Watts man says rising rent for public housing is due to gentrification

WATTS, LOS ANGELES (KABC) -- Delio Marte has lived in public housing in Watts for six years. The rent his family pays is 30 percent of their household income, but Marte said in the last month, it's gone from $726 a month to over $1,100 per month.

"My income, when we did the yearly reviews, it was pretty high because my hours fluctuate. Now my hours are pretty low and my last pay check was $307. You can't pay rent with that. Me and mother say, 'What are we going to do, pay rent or buy food?'" said Marte.

Marte, a few of his neighbors and community organizers say this rise in rent is because of re-development happening at the Jordan Downs Housing Community.

Doug Guthrie, the president of the housing authority for the city of L.A. said there's no secret plan to gentrify the community and move everyone out. Guthrie spoke directly about why Marte's rent has gone up.

"One member of the household had lost their job a year ago, came in and we adjusted their rent downward as a result of that. This year, we reviewed their income again and the individual got a new job, the income went up so we adjusted the income and rent upwards," said Guthrie.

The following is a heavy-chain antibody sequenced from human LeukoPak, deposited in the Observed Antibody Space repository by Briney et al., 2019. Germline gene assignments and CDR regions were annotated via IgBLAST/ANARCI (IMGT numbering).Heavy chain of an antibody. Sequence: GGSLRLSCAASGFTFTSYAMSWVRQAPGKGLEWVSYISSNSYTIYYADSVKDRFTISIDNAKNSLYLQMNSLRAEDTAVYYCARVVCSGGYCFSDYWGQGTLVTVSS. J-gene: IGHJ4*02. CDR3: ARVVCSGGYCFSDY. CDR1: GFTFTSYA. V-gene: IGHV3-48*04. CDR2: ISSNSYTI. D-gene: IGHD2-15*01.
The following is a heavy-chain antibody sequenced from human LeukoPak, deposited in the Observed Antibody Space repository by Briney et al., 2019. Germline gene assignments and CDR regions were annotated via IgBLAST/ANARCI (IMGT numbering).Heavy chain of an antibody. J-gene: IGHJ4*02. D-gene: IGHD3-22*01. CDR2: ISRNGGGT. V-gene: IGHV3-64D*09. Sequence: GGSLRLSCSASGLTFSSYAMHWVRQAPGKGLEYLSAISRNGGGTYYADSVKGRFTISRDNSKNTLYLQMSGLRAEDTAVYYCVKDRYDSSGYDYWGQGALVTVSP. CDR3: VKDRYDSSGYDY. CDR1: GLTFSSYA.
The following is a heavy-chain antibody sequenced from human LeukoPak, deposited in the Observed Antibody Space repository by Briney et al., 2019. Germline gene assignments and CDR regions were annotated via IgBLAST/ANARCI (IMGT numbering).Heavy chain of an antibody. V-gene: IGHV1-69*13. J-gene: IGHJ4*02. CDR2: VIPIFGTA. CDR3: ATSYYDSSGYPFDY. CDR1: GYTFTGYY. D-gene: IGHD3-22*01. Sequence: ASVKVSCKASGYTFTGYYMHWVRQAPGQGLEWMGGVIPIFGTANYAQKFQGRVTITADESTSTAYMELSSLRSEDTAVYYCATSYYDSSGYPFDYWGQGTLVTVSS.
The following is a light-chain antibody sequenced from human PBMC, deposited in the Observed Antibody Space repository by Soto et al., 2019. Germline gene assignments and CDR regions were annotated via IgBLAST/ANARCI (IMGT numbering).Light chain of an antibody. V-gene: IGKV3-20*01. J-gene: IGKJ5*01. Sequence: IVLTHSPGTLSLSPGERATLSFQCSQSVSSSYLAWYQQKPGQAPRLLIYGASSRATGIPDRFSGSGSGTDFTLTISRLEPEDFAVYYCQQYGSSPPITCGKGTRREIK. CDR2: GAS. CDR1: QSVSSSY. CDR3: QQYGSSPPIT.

The Housing authority conducts an annual review which happened in March. Since then, Marte's hours have been cut by more than half, but reviews are accepted at any time if a family experiences a dramatic change in income.

On Monday, Marte's mother came to the management office to provide them with her son's most recent pay stub and schedule to show he's not getting enough hours, but they told her it was too late for review.

"When they informed the housing authority that they got a new job and their income went up, their rent goes up. If they inform them that they lost hours or lost a job, it takes a long time to get that rent back down so people end up paying more than the 30 percent of their income because of the speed at which the office handles those requests," said Community Organizer Bill Przylucki, who works with public housing communities across Los Angeles.

Marte needs to come up with $400 more a month, and he said he's at the breaking point. He doesn't know what his family is going to do.

"We deserve to be here because we were here through the bad times and we should be here for the good times. We feel like we should be part of the new incoming special things coming to Watts," said Marte.
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